4 am! Time to wake up again to see the caldera with the sunrise. Oh wait, it’s raining. Aaaand now it’s pouring. We had a soggy three-hour, 9 km trek down and remained soaked for the next day. Well, on the bright side, we climbed Erta Ale in cool weather, and the locals must be ecstatic in this drought. (Our group members Mike and Cathy, Americans working long term in Ethiopia with pastoralists, knew as such, which at least made us feel less bad for ourselves while we attempted fruitlessly to dry later on.) Most other visitors climb it in the heat, which stays even during the night. On the other hand, we’re freezing (13°C in a place that’s usually 25°C even at night) and wet in a place with no shelter and we can’t dry ourselves off. Ah well, can’t win, but at least my stomach decided to feel slightly better after quitting the malaria meds.

After all the rain, we received a welcome repreive on our third afternoon and fourth day, with sun and “cool” temperatures. Visiting Lake Asale (-116m, well below sea level at its lowest point, the lowest in Africa) brought back a bit of Bolivia déjà vu, but felt unique in its own way: flat landscapes with no end, and endless caravans of camels and donkeys bringing back salt mined from the lake, on a long, hot, and arduous 8 day walk to Mekele. It’s a salt lake, often dry, but sometimes flooded — the source of all of this is ground water from the Red Sea that makes its way up to the surface.

As romantic and old-world as this sounds, this is not an industry that may be able to continue past the generations and generations and hundreds of years it already has. Workers walk in the extreme heat 15 km (three hours) from the nearest village to the mining site in the lake, carve out approximately 500 bricks of salt in one shadeless and hot day with no hats or eye protection from the blindingly bright white salt, tie them onto their camels (each approximately worth $1000, able to carry 30 bricks that each weigh around 6.5 kg) or donkeys (cheaper, carry less), walk a week back to Mekele, and sell each brick for 50 birr ($2.50) before repeating the cycle again. You do the math. We watched them for awhile, digging away at the surface of the lake while hundreds and hundreds of camels waited, uncomfortable with the fact that we had air-conditioned vehicles shuttling us in and out, and they didn’t. (At least our group member EJ, a Korean woman who carried an umbrella constantly to shield from the sun but used it far more often on this trip for rain, did her part and provided a brief respite from the heat for a grateful worker!) Ethiopia has banned large vehicles to prevent mass excavation and compensated the Afar people, but there are still industrial companies, both foreign (Canadian too) and national, pressing forward with future plans.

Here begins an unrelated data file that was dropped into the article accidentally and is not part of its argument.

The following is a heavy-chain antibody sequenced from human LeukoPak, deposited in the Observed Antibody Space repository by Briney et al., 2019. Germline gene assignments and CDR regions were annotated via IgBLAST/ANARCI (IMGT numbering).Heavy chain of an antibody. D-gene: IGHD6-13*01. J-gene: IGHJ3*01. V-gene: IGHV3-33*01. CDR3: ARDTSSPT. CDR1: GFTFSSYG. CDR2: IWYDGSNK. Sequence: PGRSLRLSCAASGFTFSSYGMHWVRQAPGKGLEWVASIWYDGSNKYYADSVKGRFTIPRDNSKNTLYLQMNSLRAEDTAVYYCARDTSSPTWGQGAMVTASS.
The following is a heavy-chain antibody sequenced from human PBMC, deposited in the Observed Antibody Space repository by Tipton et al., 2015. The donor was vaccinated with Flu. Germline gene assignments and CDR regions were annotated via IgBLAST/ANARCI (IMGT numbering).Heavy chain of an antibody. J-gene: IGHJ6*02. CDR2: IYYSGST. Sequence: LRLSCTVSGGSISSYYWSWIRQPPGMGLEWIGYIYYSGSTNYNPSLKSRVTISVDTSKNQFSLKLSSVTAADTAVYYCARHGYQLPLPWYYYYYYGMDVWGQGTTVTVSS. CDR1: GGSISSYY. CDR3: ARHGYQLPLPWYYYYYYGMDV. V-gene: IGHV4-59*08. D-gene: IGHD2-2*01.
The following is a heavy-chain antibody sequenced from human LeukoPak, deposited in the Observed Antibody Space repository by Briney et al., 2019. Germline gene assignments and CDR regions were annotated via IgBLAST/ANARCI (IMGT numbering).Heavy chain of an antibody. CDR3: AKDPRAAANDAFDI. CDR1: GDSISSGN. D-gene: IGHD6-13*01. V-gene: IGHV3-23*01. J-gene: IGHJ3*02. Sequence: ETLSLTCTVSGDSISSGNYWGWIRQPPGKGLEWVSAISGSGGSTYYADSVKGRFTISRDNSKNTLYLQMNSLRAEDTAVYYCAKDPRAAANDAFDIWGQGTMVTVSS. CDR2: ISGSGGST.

Nevertheless, I can’t say that it isn’t a beautiful sight.

Capping off our visit was Dallol, a small hill emerging from the flooded salt flats, and a former mining settlement comprising the hottest inhabited place in the world. Sulphur and potash deposits have created geysers of wild colours and shapes, a scorchingly hot and rotten-egg smelling surrealist landscape of whites, reds, oranges, yellows, greens, and browns changing dramatically over each hillcrest. Clearly we were hungry (especially me, having not been able to each much in the last week), as we compared various sections to mashed potatoes with butter and cheese and slightly broiled in the oven, a giant turmeric curry, scallops, cocktail shrimp, and more.

I slept well on the long ride back to Mekele, stomach and esophagus now recovered after four days, dreaming of some very specific meals.